The American Accounting Association defines accounting as a process of working with economic information in a way that ultimately permits users to make informed judgments and decisions. Business expense transactions are an integral part of the process and, because they represent part of the cost of doing business, are an inevitable part of a business’s quest for profit. Expenses are not the same as costs, but not all new business owners understand the difference between them.
An expense is a cash payment, the portion of an asset used up during an accounting period or an item that directly reduces revenue. Examples include wages, supplies and rent payments; depreciation attributed to a piece of equipment or a vehicle; and a bad debt write-off. At the end of an accounting period, expenses are totaled, deducted from revenue and used to calculate net profit on an income statement. Expenses are not the same as costs; while all expenses are costs, not all costs are expenses. For example, cash paid to reduce the balance of a loan is not an expense because, while the payment itself reduces cash, the effect of the payment directly reduces a business liability rather than reducing revenue.
Accounting for expenses follows the debt-credit matching principle of accounting. A debit entry signals an increase in an expense, while a credit entry signals a decrease. In double-entry bookkeeping, a debit goes on the left and a credit on the right. When recording a $4,000 depreciation transaction, for example, a $4,000 debit to depreciation expense will increase depreciation expense and a corresponding $4,000 credit to the asset will decrease the value of the asset by $4,000. Because expense accounts rarely decrease, the normal balance of an expense account is a debit balance. Keep this in mind when the books don’t balance and you need to start checking for errors.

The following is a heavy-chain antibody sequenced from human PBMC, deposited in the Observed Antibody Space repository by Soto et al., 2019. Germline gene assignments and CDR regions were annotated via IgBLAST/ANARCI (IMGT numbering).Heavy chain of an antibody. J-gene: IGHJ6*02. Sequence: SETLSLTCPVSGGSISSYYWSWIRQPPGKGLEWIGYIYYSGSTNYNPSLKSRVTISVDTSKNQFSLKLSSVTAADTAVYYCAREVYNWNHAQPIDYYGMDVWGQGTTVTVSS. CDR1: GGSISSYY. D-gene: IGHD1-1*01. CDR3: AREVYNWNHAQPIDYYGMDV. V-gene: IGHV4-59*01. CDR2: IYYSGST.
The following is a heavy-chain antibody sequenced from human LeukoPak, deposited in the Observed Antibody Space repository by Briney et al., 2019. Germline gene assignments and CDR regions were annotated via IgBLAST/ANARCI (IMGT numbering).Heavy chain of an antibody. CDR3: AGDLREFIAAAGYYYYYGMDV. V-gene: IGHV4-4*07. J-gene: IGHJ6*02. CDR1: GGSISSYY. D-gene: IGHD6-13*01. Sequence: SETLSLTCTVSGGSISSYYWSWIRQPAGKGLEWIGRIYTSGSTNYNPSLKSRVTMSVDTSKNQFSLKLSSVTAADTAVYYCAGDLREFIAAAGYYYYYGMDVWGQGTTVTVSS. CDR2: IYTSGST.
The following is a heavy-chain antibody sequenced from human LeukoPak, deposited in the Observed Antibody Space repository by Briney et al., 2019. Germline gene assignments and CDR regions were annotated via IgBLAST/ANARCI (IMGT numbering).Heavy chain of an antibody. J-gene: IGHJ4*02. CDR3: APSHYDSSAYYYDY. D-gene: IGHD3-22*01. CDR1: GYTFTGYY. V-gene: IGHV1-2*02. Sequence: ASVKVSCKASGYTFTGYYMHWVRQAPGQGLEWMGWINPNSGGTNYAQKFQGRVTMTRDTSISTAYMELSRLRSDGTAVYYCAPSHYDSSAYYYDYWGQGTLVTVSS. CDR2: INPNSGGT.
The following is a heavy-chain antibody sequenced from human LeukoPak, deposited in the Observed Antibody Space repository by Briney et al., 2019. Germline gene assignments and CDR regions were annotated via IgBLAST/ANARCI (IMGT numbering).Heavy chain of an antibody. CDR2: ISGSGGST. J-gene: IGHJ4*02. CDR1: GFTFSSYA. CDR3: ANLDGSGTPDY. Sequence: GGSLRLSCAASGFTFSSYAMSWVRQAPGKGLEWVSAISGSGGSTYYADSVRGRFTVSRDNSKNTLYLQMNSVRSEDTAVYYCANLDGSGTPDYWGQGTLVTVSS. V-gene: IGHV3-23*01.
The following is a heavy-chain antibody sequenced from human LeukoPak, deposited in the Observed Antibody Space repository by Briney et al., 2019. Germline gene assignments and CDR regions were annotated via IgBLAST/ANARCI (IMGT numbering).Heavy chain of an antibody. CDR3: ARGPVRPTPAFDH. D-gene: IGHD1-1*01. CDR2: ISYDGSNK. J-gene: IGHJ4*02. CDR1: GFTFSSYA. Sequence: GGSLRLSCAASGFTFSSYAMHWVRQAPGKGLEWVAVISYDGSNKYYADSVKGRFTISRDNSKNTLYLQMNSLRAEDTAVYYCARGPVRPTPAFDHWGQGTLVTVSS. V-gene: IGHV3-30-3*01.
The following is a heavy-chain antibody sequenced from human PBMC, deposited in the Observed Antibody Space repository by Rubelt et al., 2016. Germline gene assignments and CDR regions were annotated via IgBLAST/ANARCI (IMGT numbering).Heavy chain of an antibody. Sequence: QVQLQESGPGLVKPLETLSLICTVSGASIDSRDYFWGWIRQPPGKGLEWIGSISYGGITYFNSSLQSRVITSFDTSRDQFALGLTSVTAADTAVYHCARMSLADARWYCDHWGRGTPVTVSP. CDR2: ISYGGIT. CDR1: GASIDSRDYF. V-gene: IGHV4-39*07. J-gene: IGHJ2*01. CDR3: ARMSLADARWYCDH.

Prepaid expenses are payments made in advance of the due date or dates and reduced as the payment date or dates arrive. A business may, for example, prefer to make a single yearly payment of $4,800 for insurance rather than regular monthly payments of $400. The general journal accounting transaction at the time the business makes the payment will show as a debit of $4,800 to prepaid insurance -- an asset account -- and a $4,800 credit to cash. An adjusting journal entry at the end of each month will debit or increase the Insurance expense account and credit or decrease the prepaid insurance asset account by $400.
A second category of expenses recognizes expenses a business incurs but does not immediately pay. Common examples include wages, interest on a bank loan and taxes. Because accounting rules require the transaction to be recorded at the time the business incurs the expense, a debit to the expense account will increase wages, interest or tax expenses, and a credit to the wages, interest or tax expense payable liability account will record the liability amount. Payments made later affect the expense payable liability and cash accounts but do not affect the expense account, because the expense has already been recorded.